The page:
Saturday, July 25, 2009

Dauphin Street Police Museum

The Dauphin Street Police Museum is in the lobby of a working police precinct and is located at 320 Dauphin Street in downtown Mobile (across the street from Cathedral Square). It's open 24 hours 7 days a week and admission is free.

The museum contains the sort of items you would expect to find in a law enforcement exhibit. There are display cases filled with guns that include rifles that look like they could have been used in gangster movies or old westerns. There are also old radios, radar guns, badges and police handbooks. One of the oldest pieces on display is a civil war prisoner log which I thought was eye catching mainly because of the beautiful script writing that the entries were written in.

My sons thought the martial arts weapons and explosives were "cool" but overall were bored with the static nature of the museum. They wanted something more interactive. On the other hand, my three year old grandson had a great time looking at the mannequins dressed in old uniforms and playing in the mock jail cell. His mother was only a little embarrassed when he pointed to the display of seized drug paraphernalia and shouted "look at the toys".

The items I found interesting were little things that seemed to be tucked into the cases almost as an after thought. There's an old whiskey still that could have been the seed for a exhibit on prohibition or moonshiners. I saw a homemade zip gun but there's no explanation of what a zip gun is. There are several weapons made by prisoners in jail. I thought they should have been displayed with a piece about violence in jails or the dangers faced by personnel who worked in the city jail.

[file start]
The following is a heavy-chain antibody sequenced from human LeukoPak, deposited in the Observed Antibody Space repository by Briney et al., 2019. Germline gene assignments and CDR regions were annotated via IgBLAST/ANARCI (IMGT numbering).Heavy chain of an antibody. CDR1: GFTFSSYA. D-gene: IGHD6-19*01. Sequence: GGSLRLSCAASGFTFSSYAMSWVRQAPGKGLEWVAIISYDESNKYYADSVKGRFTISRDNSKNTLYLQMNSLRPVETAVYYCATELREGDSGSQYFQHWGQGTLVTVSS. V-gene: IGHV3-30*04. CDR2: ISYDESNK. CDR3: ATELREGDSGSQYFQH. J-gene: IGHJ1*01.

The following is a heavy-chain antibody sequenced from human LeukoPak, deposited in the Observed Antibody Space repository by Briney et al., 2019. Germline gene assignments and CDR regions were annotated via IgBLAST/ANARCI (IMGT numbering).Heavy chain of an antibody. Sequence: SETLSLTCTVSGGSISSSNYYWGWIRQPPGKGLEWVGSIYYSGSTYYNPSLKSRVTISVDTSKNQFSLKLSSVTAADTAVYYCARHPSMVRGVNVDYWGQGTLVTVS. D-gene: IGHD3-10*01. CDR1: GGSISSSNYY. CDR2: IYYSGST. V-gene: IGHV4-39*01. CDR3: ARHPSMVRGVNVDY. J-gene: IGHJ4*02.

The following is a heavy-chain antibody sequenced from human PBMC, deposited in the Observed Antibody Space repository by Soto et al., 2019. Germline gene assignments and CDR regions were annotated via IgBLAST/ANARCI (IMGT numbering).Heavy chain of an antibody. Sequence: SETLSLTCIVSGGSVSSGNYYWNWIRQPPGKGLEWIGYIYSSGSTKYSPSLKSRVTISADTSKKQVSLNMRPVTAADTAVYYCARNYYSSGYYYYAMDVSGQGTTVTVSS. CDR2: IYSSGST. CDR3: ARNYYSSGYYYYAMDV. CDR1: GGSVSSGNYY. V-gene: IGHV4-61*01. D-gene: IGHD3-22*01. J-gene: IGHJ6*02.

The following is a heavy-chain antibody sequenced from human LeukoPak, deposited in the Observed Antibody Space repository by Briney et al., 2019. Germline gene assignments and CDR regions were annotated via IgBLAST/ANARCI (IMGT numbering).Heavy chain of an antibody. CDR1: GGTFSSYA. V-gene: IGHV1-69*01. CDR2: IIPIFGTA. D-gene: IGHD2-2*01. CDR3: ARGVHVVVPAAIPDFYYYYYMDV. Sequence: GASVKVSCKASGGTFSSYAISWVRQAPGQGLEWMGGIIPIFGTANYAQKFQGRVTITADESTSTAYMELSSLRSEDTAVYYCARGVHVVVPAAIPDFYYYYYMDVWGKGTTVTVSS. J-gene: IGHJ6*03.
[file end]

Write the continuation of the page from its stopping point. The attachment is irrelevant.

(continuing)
Several of the old newspaper clippings should be developed into complete exhibits of their own. They include stories about people like William Powell and Walter Jackson who were the first black officers hired by the city of Mobile and Policewoman Ethel Eubanks who had a run in with a male motorist in 1943. I would have liked to learn more about what it was like for minorities who struggled to pave the way in this career.

I was surprised to learn that Patricia Krenwinkle, of the Charles Manson family, was arrested in Mobile after the Tate murders. The museum has created a photo montage on one wall to commemorate what they refer to as "Mobile's Most Famous Arrest" but there's not a lot of information to go with it. If you take a minute you can read the newpaper articles that are part of the mural but I thought a video display with old news footage would have made it more interesting.

All in all the museum was more interesting than my family expected. And really, the city is lucky to have a museum that pays homage to it's police force. Yes, there is room for improvement and it certainly is lacking the wow factor that our entertainment driven society looks for today. The fact is that any money spent on making the museum more flashy would probably have to come out of the police department's budget which means less money for real needs like fighting crime. So if you find yourself downtown take a little time and tour the museum. It's a good way to pay respect to our law enforcement officers and learn a little about their history.

To read another review of the Police Museum please visit Jere Hough's blog at

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